Acceptance and commitment therapy is effective for improving several clinical outcomes in fibromyalgia patients
In the last decade, there has been burgeoning interest in the effectiveness of third-generation psychological therapies for managing fibromyalgia (FM) symptoms. The present study examined the effectiveness of acceptance and commitment therapy (ACT) on functional status as well as the role of pain acceptance as a mediator of treatment outcomes in FM patients. A total of 156 patients with FM were enrolled at primary health care centers in Zaragoza, Spain. The patients were randomly assigned to a group-based form of ACT (GACT), recommended pharmacological treatment (RPT; pregabalin + duloxetine), or wait list (WL). The primary end point was functional status (measured with the Fibromyalgia Impact Questionnaire, FIQ). Secondary end points included pain catastrophizing, pain acceptance, pain, anxiety, depression, and health-related quality of life. The differences between groups were calculated by linear mixed-effects (intention-to-treat approach) and mediational models through path analyses. Overall, GACT was statistically superior to both RPT and WL immediately after treatment, and improvements were maintained at 6 months with medium effect sizes in most cases. Immediately after treatment, the number needed to treat for 20% improvement compared to RPT was 2 (95% confidence interval 1.2–2.0), for 50% improvement 46, and for achieving a status of no worse than mild impaired function (FIQ total score <39) also 46. Unexpectedly, 4 of the 5 tested path analyses did not show a mediation effect. Changes in pain acceptance only mediated the relationship between study condition and health-related quality of life. These findings are discussed in relation to previous psychological research on FM treatment.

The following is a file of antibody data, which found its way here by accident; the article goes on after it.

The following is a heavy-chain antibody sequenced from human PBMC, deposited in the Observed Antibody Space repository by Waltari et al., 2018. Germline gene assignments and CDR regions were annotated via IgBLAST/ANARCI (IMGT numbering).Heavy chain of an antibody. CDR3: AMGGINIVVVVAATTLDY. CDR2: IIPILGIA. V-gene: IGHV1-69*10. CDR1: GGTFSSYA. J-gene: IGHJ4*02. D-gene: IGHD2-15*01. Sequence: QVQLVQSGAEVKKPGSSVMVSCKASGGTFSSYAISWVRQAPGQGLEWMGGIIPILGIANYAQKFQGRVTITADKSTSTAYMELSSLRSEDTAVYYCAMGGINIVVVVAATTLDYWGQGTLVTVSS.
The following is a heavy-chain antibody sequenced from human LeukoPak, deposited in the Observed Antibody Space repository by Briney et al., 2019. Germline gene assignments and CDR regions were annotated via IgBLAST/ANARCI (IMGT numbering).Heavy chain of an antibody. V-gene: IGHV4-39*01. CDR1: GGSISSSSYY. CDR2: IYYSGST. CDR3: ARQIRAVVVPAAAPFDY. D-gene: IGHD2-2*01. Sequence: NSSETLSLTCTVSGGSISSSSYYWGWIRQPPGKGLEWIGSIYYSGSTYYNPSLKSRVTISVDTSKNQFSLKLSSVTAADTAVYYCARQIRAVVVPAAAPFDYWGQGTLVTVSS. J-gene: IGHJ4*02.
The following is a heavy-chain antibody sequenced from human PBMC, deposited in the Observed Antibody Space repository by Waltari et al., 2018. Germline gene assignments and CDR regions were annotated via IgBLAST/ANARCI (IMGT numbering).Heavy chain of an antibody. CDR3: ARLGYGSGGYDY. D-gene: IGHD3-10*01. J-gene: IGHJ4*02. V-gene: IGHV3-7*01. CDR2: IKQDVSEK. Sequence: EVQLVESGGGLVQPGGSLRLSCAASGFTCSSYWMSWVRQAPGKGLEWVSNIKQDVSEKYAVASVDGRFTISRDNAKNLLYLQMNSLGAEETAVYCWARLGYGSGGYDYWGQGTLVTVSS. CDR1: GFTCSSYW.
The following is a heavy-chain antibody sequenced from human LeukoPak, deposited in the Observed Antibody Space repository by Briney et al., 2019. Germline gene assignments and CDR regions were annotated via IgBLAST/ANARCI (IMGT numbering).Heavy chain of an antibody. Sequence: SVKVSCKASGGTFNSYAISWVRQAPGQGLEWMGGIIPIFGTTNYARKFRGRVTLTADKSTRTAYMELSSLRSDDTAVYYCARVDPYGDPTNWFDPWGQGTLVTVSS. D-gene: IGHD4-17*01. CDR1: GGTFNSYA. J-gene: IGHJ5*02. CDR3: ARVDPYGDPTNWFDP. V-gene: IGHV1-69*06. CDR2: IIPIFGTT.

aResearch and Development Unit, Parc Sanitari Sant Joan de Déu, Sant Boi del Llobregat, Spain
bPrimary Care Prevention and Health Promotion Research Network (RedIAPP), Barcelona, Spain
cRegional Office of Education, Culture, & Sports, Government of Aragon, Zaragoza, Spain
dDepartment of Psychology and Sociology, University of Zaragoza, Zaragoza, Spain
ePrimary Healthcare Center Arrabal, Zaragoza, Spain
fDepartment of Psychiatry, Miguel Servet Hospital, Aragon Institute of Health Sciences (I+CS), Zaragoza, Spain
gInstitut Universitari d'Investigació en Ciències de la Salut (IUNICS), University of Balearic Islands, Palma, Spain
* Corresponding author at: Research and Development Unit, Parc Sanitari Sant Joan de Déu. C/ Dr. Antoni Pujadas 42, 08830 Sant Boi de Llobregat, Barcelona, Spain. Tel.: +34 936406350x1-2540).
Received 8 July 2013
Received in revised form 19 December 2013
Accepted 20 December 2013
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